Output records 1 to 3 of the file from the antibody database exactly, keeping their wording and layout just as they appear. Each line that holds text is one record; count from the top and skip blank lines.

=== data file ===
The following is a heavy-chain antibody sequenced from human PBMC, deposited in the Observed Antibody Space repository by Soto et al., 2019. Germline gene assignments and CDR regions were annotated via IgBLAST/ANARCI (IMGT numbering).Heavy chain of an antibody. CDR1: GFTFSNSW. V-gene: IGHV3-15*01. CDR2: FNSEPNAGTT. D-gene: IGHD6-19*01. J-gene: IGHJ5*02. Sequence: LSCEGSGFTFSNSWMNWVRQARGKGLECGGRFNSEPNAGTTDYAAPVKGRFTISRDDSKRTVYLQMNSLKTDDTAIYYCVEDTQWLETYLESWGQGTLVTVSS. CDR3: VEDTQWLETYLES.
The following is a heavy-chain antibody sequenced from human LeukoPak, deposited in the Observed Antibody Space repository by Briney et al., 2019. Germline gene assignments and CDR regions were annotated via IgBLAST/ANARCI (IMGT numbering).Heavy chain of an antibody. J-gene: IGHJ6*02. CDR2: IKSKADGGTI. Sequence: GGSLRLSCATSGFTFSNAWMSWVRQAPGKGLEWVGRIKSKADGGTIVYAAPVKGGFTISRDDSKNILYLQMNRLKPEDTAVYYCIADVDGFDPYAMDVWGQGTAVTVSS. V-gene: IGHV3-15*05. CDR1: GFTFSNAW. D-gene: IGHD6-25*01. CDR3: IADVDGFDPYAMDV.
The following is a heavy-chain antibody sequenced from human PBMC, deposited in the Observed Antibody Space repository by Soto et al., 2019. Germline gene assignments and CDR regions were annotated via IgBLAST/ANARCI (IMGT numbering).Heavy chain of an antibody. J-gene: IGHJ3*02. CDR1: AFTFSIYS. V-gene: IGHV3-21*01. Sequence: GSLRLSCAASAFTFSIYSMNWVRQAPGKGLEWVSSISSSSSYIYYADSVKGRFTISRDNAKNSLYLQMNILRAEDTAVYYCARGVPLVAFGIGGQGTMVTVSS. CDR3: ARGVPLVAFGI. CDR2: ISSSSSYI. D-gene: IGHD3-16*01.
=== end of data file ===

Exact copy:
The following is a heavy-chain antibody sequenced from human PBMC, deposited in the Observed Antibody Space repository by Soto et al., 2019. Germline gene assignments and CDR regions were annotated via IgBLAST/ANARCI (IMGT numbering).Heavy chain of an antibody. CDR1: GFTFSNSW. V-gene: IGHV3-15*01. CDR2: FNSEPNAGTT. D-gene: IGHD6-19*01. J-gene: IGHJ5*02. Sequence: LSCEGSGFTFSNSWMNWVRQARGKGLECGGRFNSEPNAGTTDYAAPVKGRFTISRDDSKRTVYLQMNSLKTDDTAIYYCVEDTQWLETYLESWGQGTLVTVSS. CDR3: VEDTQWLETYLES.
The following is a heavy-chain antibody sequenced from human LeukoPak, deposited in the Observed Antibody Space repository by Briney et al., 2019. Germline gene assignments and CDR regions were annotated via IgBLAST/ANARCI (IMGT numbering).Heavy chain of an antibody. J-gene: IGHJ6*02. CDR2: IKSKADGGTI. Sequence: GGSLRLSCATSGFTFSNAWMSWVRQAPGKGLEWVGRIKSKADGGTIVYAAPVKGGFTISRDDSKNILYLQMNRLKPEDTAVYYCIADVDGFDPYAMDVWGQGTAVTVSS. V-gene: IGHV3-15*05. CDR1: GFTFSNAW. D-gene: IGHD6-25*01. CDR3: IADVDGFDPYAMDV.
The following is a heavy-chain antibody sequenced from human PBMC, deposited in the Observed Antibody Space repository by Soto et al., 2019. Germline gene assignments and CDR regions were annotated via IgBLAST/ANARCI (IMGT numbering).Heavy chain of an antibody. J-gene: IGHJ3*02. CDR1: AFTFSIYS. V-gene: IGHV3-21*01. Sequence: GSLRLSCAASAFTFSIYSMNWVRQAPGKGLEWVSSISSSSSYIYYADSVKGRFTISRDNAKNSLYLQMNILRAEDTAVYYCARGVPLVAFGIGGQGTMVTVSS. CDR3: ARGVPLVAFGI. CDR2: ISSSSSYI. D-gene: IGHD3-16*01.